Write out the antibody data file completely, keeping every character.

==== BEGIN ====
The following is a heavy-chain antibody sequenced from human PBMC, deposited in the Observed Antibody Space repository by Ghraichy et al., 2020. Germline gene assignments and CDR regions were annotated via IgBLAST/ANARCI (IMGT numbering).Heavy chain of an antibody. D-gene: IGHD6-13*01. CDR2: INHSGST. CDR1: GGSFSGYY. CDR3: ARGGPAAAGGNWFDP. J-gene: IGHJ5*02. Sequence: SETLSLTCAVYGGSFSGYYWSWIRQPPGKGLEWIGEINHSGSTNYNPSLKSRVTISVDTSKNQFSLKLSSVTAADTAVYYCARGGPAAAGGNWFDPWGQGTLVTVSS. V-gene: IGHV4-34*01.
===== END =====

The following is a heavy-chain antibody sequenced from human PBMC, deposited in the Observed Antibody Space repository by Ghraichy et al., 2020. Germline gene assignments and CDR regions were annotated via IgBLAST/ANARCI (IMGT numbering).Heavy chain of an antibody. D-gene: IGHD6-13*01. CDR2: INHSGST. CDR1: GGSFSGYY. CDR3: ARGGPAAAGGNWFDP. J-gene: IGHJ5*02. Sequence: SETLSLTCAVYGGSFSGYYWSWIRQPPGKGLEWIGEINHSGSTNYNPSLKSRVTISVDTSKNQFSLKLSSVTAADTAVYYCARGGPAAAGGNWFDPWGQGTLVTVSS. V-gene: IGHV4-34*01.